Just a few days ago, millions of us stood for hours in the cold on the National Mall and watched President Obama speak about a new world paradigm – one which was post-partisan and morally responsible. As a 20-year-old Georgetown student, I am eager to accept my new president’s call for service and moral responsibility. Obama has given our generation a unique opportunity to come of age while playing an active role in shaping a more just and humanitarian globe.

With regards to the Arab-Israeli conflict, the time has come for the next generation of grassroots volunteers, humanitarian aid workers and diplomats to take a deep and critical look at the conflict and failed efforts to resolve it. The misguided priorities and diplomatic patterns which have perpetuated the tragic conflict must be reassessed. The war in Gaza is just the most recent example in a long line of violence that demonstrates why such re-examination is necessary. It is crucial to understand the skewed priorities and chronic failures that have precipitated the tragedies of the Arab-Israeli conflict in order to fulfill the vision of the new commander in chief.

Failures and blame exist in immeasurable proportion on all sides of the conflict, but the real problem is the failure to engage in tangible and proactive idealism. It is our generation’s task to put the old ways behind us and accept the burden of peacemaking.

The days of protesting campus-wide, building mock separation walls and publicizing the number of Hamas rockets in college quadrangles must end. Such demonstrations are not viable vehicles for the promotion of peace – they are more fuel for the fire. These efforts must give way to fundraisers, volunteering efforts, humanitarian trips, peace lobbying and petitions for increased aid and moral guidance in foreign policy. The era of negativism, exemplified by propaganda campaigns led by radicalized professors, is failing.

This is not to say that the former tactics were necessarily wrong or unjust in their own right; rather, to quote our new president, “the ground has shifted underneath us” and the way forward is one of long-term rather than short-term perspectives.

To bring about a new era of conflict resolution rather than conflict escalation, this generation of problem solvers must internalize the symbiotic nature of Arab-Israeli peacemaking. A positive future for the Israelis and the Palestinians must be a mutual reality. Each action taken in the pursuit of conflict resolution must be taken with the goals of peace, security and human rights in mind.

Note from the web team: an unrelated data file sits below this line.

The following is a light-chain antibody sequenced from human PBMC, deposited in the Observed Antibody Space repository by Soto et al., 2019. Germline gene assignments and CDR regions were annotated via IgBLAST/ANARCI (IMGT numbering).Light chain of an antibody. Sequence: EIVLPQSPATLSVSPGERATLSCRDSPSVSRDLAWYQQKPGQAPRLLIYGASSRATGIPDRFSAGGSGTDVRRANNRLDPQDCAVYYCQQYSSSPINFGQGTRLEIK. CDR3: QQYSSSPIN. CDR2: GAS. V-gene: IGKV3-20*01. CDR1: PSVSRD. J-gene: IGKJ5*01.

Rather than staging protests in reaction to each new episode of violence, college students must challenge one another to continuously promote peace. In changing the tone of campus activism from negative to positive, we will increase the likelihood of evincing change. Increasing awareness is a tired method of trying to argue for the rights of Palestinians and Israelis and one that has yielded few tangible results to date. Additionally, our collective memory of this method’s failure teaches us that it breeds more anger and ill-will than reconciliation.

Promoting hope, interest and effort toward positive engagement and improvement of the lives of those in refugee camps must become the new model for our generation’s “pro-Israel” and “pro-Palestine” groups. New student organizations, supporting social justice in both Israel and Palestine are an avenue for those who wish to see reconciliation on both sides. Hopefully, President Obama’s inauguration will mark the beginning of an era of hope and tolerance. The ideals and actions of future world leaders produced by our generation regarding the seemingly unending Arab-Israeli conflict must shift accordingly.

Dani Isaacsohn is a sophomore in the School of Foreign Service and a member of Students for Justice in Palestine and the Georgetown-Israel Alliance.

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